In my role as editor of the Gender and Sexuality section of the Boundary 2 Review (on boundary.org), I recently published this conversation between Adeline Koh and Sangeetha Thanapal, about “Chinese Privilege” and gender in Singapore.
Singapore, a tiny Southeast Asian nation-state, is well known for its impressive economic growth since its independence in 1965. Filled with towering skyscrapers, an impressive, well-maintained public transport system and an unemployment rate the envy of most industrialized nations, the small country is often referenced as a model postcolonial state.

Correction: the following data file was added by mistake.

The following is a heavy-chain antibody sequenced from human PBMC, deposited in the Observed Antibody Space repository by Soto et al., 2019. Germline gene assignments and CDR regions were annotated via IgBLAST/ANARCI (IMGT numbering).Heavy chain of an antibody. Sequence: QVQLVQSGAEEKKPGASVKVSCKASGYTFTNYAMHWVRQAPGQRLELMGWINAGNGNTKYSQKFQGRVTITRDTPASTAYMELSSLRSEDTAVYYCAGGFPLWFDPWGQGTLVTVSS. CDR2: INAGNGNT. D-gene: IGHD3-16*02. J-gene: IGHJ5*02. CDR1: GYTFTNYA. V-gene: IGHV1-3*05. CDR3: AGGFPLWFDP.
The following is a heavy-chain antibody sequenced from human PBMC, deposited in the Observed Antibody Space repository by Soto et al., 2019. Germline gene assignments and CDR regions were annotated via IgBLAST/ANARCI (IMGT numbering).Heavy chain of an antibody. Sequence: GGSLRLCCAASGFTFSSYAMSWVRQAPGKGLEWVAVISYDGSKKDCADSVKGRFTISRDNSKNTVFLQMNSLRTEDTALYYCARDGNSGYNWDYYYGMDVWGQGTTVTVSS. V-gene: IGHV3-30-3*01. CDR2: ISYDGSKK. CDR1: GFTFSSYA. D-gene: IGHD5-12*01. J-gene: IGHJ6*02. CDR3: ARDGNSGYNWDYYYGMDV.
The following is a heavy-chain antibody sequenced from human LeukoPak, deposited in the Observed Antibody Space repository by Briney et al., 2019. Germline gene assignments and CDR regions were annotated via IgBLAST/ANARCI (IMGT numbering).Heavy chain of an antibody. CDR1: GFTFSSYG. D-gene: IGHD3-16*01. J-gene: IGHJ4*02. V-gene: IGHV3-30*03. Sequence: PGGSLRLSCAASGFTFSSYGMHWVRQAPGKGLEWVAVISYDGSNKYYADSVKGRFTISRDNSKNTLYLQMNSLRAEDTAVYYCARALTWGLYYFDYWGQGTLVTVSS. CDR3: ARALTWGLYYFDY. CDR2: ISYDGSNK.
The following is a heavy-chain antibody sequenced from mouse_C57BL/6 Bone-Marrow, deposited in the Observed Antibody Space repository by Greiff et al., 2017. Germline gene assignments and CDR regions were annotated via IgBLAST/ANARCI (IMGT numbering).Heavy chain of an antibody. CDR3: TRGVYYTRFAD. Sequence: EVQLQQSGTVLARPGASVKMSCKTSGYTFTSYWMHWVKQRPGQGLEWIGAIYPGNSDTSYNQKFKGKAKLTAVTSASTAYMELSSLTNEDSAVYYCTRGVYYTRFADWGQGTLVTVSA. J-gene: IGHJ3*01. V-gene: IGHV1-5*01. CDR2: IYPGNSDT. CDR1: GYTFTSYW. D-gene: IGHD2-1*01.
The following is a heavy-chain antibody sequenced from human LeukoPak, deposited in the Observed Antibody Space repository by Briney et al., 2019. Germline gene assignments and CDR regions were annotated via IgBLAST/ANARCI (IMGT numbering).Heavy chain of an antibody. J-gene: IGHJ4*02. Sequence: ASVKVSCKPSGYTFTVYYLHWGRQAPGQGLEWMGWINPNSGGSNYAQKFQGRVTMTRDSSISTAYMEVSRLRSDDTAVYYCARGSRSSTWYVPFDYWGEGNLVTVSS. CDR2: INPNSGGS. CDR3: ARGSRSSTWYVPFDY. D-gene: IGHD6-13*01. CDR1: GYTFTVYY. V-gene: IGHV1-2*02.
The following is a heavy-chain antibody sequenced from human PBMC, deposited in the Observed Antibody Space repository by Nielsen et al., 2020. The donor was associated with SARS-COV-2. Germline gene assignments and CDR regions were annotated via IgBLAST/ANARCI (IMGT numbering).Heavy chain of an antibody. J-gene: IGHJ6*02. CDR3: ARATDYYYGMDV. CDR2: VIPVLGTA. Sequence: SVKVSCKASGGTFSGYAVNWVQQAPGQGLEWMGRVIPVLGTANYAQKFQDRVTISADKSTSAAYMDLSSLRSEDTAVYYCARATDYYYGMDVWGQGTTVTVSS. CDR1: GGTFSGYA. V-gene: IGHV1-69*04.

Despite these impressive economic strides, many of the racial tensions that have their roots in Singapore’s colonial history continue to manifest today, especially in relation to gender. Formerly a British colony, Singapore boasts a multi-racial, multi-ethnic population, most of which are classified into four major groups by the state: Chinese, Malay, Indian and ‘Other’. Unlike Singapore’s neighboring countries Malaysia and Indonesia, Singapore’s ethnic Chinese population is the majority ethnic group. These four categories are also constantly being challenged and nuanced by the high level of foreigners who are employed and…
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